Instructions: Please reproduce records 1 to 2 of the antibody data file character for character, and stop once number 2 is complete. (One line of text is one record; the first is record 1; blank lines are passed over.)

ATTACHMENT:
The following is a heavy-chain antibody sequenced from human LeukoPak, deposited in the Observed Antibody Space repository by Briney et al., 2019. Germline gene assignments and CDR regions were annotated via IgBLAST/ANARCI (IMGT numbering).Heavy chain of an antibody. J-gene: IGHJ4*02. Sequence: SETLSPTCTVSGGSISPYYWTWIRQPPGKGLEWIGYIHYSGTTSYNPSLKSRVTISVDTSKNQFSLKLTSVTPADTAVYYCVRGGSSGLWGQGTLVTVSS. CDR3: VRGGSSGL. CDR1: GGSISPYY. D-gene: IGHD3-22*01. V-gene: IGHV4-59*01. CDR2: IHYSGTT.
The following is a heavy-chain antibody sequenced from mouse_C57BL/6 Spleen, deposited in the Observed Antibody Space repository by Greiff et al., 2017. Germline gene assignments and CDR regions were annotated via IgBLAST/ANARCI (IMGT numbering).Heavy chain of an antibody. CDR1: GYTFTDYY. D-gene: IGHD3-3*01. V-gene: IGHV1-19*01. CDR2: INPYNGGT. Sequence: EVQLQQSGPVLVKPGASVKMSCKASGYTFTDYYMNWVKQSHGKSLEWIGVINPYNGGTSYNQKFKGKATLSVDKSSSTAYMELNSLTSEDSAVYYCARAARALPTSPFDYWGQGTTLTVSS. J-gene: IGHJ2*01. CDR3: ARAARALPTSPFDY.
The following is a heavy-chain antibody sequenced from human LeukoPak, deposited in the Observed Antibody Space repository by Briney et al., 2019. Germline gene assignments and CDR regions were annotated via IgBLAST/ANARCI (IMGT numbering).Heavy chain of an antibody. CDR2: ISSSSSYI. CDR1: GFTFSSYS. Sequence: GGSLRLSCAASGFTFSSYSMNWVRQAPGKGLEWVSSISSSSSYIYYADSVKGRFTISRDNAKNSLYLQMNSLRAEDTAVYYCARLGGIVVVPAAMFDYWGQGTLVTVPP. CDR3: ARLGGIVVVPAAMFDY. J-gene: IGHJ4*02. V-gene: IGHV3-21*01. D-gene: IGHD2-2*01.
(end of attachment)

The following is a heavy-chain antibody sequenced from human LeukoPak, deposited in the Observed Antibody Space repository by Briney et al., 2019. Germline gene assignments and CDR regions were annotated via IgBLAST/ANARCI (IMGT numbering).Heavy chain of an antibody. J-gene: IGHJ4*02. Sequence: SETLSPTCTVSGGSISPYYWTWIRQPPGKGLEWIGYIHYSGTTSYNPSLKSRVTISVDTSKNQFSLKLTSVTPADTAVYYCVRGGSSGLWGQGTLVTVSS. CDR3: VRGGSSGL. CDR1: GGSISPYY. D-gene: IGHD3-22*01. V-gene: IGHV4-59*01. CDR2: IHYSGTT.
The following is a heavy-chain antibody sequenced from mouse_C57BL/6 Spleen, deposited in the Observed Antibody Space repository by Greiff et al., 2017. Germline gene assignments and CDR regions were annotated via IgBLAST/ANARCI (IMGT numbering).Heavy chain of an antibody. CDR1: GYTFTDYY. D-gene: IGHD3-3*01. V-gene: IGHV1-19*01. CDR2: INPYNGGT. Sequence: EVQLQQSGPVLVKPGASVKMSCKASGYTFTDYYMNWVKQSHGKSLEWIGVINPYNGGTSYNQKFKGKATLSVDKSSSTAYMELNSLTSEDSAVYYCARAARALPTSPFDYWGQGTTLTVSS. J-gene: IGHJ2*01. CDR3: ARAARALPTSPFDY.